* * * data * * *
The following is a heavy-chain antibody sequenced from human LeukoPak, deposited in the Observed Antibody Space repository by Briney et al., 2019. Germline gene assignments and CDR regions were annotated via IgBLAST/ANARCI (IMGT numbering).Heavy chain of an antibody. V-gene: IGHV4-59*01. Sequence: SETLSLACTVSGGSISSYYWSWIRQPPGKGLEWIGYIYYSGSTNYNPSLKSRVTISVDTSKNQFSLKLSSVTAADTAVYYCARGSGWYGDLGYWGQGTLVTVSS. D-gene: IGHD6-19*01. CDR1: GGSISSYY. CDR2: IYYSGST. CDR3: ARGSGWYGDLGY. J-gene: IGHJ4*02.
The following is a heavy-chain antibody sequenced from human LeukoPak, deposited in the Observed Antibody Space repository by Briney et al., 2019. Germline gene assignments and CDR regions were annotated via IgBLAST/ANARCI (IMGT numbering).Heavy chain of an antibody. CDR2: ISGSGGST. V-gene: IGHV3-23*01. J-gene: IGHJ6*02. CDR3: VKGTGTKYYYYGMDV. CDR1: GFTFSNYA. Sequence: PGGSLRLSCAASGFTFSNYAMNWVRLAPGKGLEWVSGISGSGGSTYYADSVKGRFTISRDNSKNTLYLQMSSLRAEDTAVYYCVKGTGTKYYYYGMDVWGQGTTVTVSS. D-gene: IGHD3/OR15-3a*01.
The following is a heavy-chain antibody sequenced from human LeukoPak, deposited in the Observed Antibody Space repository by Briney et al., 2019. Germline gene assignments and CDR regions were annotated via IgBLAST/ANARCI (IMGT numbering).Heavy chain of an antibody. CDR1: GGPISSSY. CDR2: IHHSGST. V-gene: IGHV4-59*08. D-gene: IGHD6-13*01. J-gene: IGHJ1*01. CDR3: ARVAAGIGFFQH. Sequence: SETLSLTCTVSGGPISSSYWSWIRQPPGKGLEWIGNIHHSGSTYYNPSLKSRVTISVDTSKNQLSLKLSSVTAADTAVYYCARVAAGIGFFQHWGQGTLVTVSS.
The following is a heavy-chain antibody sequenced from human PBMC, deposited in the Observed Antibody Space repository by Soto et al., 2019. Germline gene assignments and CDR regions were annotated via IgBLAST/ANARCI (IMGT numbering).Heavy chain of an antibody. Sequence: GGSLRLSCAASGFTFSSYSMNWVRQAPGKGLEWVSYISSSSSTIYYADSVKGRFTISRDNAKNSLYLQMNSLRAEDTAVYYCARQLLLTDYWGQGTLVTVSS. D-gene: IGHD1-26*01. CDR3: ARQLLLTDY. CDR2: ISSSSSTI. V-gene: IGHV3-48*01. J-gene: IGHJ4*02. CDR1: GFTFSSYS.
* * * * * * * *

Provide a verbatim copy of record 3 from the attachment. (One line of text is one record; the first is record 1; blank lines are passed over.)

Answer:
The following is a heavy-chain antibody sequenced from human LeukoPak, deposited in the Observed Antibody Space repository by Briney et al., 2019. Germline gene assignments and CDR regions were annotated via IgBLAST/ANARCI (IMGT numbering).Heavy chain of an antibody. CDR1: GGPISSSY. CDR2: IHHSGST. V-gene: IGHV4-59*08. D-gene: IGHD6-13*01. J-gene: IGHJ1*01. CDR3: ARVAAGIGFFQH. Sequence: SETLSLTCTVSGGPISSSYWSWIRQPPGKGLEWIGNIHHSGSTYYNPSLKSRVTISVDTSKNQLSLKLSSVTAADTAVYYCARVAAGIGFFQHWGQGTLVTVSS.